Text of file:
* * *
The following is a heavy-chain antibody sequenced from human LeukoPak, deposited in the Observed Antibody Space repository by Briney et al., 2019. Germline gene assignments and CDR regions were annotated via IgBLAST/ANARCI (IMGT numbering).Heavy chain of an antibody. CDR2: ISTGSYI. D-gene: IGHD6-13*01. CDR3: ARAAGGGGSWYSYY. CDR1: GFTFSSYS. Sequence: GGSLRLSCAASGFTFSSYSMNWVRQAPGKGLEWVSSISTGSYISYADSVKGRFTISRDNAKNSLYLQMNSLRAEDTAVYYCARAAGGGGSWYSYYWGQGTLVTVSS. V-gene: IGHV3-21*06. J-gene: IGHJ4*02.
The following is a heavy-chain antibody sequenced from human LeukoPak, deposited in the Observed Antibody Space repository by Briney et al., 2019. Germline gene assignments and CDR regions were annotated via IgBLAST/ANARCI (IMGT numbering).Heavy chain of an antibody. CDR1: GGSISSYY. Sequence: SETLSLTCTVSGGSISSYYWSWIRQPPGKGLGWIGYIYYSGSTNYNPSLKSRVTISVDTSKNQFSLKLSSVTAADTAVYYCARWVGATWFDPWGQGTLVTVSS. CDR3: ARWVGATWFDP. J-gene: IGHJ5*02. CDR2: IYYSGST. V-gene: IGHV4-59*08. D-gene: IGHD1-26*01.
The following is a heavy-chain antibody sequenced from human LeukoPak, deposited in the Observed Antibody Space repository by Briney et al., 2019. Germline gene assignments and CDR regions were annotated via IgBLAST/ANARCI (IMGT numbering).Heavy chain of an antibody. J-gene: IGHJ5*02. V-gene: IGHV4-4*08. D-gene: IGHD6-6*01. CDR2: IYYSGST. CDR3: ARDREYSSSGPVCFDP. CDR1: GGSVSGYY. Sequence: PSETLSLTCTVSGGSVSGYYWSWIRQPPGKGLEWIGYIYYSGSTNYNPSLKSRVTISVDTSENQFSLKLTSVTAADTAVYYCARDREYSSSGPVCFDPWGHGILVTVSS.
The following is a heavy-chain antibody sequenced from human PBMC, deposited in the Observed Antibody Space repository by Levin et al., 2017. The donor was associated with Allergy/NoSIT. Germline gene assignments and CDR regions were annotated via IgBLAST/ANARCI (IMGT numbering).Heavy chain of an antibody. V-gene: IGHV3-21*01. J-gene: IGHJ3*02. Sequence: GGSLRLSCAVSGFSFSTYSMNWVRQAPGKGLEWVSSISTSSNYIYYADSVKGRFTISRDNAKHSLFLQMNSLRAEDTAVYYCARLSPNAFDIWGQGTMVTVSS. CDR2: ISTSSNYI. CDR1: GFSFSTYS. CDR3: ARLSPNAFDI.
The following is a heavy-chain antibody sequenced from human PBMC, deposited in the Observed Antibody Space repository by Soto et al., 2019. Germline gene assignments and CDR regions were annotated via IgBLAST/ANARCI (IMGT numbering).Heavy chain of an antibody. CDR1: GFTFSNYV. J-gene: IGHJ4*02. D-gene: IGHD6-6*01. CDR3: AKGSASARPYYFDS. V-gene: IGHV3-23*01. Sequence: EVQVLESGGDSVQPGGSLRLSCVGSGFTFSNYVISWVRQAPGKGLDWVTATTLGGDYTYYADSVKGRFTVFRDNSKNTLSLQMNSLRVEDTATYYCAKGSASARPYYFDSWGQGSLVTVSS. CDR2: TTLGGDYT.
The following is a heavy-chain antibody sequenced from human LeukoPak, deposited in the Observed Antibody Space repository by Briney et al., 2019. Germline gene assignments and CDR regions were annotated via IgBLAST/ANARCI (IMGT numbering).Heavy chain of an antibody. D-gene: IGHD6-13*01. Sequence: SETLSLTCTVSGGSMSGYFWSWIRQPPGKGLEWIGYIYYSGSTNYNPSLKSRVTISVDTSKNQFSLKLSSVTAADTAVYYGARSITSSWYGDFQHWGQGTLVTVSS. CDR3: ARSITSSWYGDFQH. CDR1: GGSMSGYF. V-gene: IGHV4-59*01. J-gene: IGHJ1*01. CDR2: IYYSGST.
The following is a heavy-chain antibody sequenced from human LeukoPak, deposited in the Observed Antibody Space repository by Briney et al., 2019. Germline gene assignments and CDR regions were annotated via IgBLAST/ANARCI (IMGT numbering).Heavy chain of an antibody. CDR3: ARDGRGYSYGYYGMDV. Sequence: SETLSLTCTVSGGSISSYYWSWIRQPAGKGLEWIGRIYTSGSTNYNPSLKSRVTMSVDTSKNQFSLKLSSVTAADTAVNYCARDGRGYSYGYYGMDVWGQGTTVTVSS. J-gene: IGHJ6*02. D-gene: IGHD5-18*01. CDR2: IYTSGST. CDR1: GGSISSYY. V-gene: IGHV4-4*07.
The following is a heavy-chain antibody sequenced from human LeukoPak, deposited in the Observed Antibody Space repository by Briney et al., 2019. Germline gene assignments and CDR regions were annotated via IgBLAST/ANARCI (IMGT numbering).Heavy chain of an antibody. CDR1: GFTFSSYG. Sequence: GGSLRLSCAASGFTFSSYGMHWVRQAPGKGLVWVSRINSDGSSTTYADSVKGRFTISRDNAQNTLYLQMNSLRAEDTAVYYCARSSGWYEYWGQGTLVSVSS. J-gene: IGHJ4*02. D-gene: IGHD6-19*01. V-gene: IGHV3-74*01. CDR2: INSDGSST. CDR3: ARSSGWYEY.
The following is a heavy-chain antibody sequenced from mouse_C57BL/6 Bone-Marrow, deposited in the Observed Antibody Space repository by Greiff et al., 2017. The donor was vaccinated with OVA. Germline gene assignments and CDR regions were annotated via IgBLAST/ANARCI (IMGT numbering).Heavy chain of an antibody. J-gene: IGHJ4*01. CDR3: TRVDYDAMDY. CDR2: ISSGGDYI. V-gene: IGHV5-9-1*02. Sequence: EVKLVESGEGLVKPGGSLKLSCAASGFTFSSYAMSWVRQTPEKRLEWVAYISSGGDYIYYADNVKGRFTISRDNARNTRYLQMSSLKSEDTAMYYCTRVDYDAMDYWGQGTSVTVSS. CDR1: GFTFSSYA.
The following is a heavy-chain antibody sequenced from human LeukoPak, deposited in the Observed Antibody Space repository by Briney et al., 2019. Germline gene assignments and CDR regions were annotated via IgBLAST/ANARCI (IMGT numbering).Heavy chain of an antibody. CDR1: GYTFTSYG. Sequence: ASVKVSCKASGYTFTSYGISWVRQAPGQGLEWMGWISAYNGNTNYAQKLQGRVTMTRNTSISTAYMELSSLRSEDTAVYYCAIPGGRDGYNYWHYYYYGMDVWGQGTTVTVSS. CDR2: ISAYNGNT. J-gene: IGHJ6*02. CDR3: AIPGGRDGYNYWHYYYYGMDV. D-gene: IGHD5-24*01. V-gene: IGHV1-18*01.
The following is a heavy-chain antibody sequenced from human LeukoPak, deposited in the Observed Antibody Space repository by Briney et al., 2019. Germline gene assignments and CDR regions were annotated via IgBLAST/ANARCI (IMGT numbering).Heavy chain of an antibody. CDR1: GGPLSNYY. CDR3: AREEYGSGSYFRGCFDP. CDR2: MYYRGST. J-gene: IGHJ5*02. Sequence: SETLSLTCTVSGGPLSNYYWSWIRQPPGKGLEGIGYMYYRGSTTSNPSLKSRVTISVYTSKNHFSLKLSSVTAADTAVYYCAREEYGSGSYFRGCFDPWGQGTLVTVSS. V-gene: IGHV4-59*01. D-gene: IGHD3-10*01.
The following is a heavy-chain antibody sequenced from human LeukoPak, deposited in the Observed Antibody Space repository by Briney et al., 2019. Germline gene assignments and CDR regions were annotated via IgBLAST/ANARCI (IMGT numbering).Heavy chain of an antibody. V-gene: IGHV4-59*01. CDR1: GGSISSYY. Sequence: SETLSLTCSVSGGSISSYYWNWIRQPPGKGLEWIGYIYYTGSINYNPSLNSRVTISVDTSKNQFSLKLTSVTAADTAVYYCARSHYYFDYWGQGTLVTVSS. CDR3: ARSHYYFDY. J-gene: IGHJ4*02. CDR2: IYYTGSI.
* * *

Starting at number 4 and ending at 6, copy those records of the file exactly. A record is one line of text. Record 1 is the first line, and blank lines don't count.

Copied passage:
The following is a heavy-chain antibody sequenced from human PBMC, deposited in the Observed Antibody Space repository by Levin et al., 2017. The donor was associated with Allergy/NoSIT. Germline gene assignments and CDR regions were annotated via IgBLAST/ANARCI (IMGT numbering).Heavy chain of an antibody. V-gene: IGHV3-21*01. J-gene: IGHJ3*02. Sequence: GGSLRLSCAVSGFSFSTYSMNWVRQAPGKGLEWVSSISTSSNYIYYADSVKGRFTISRDNAKHSLFLQMNSLRAEDTAVYYCARLSPNAFDIWGQGTMVTVSS. CDR2: ISTSSNYI. CDR1: GFSFSTYS. CDR3: ARLSPNAFDI.
The following is a heavy-chain antibody sequenced from human PBMC, deposited in the Observed Antibody Space repository by Soto et al., 2019. Germline gene assignments and CDR regions were annotated via IgBLAST/ANARCI (IMGT numbering).Heavy chain of an antibody. CDR1: GFTFSNYV. J-gene: IGHJ4*02. D-gene: IGHD6-6*01. CDR3: AKGSASARPYYFDS. V-gene: IGHV3-23*01. Sequence: EVQVLESGGDSVQPGGSLRLSCVGSGFTFSNYVISWVRQAPGKGLDWVTATTLGGDYTYYADSVKGRFTVFRDNSKNTLSLQMNSLRVEDTATYYCAKGSASARPYYFDSWGQGSLVTVSS. CDR2: TTLGGDYT.
The following is a heavy-chain antibody sequenced from human LeukoPak, deposited in the Observed Antibody Space repository by Briney et al., 2019. Germline gene assignments and CDR regions were annotated via IgBLAST/ANARCI (IMGT numbering).Heavy chain of an antibody. D-gene: IGHD6-13*01. Sequence: SETLSLTCTVSGGSMSGYFWSWIRQPPGKGLEWIGYIYYSGSTNYNPSLKSRVTISVDTSKNQFSLKLSSVTAADTAVYYGARSITSSWYGDFQHWGQGTLVTVSS. CDR3: ARSITSSWYGDFQH. CDR1: GGSMSGYF. V-gene: IGHV4-59*01. J-gene: IGHJ1*01. CDR2: IYYSGST.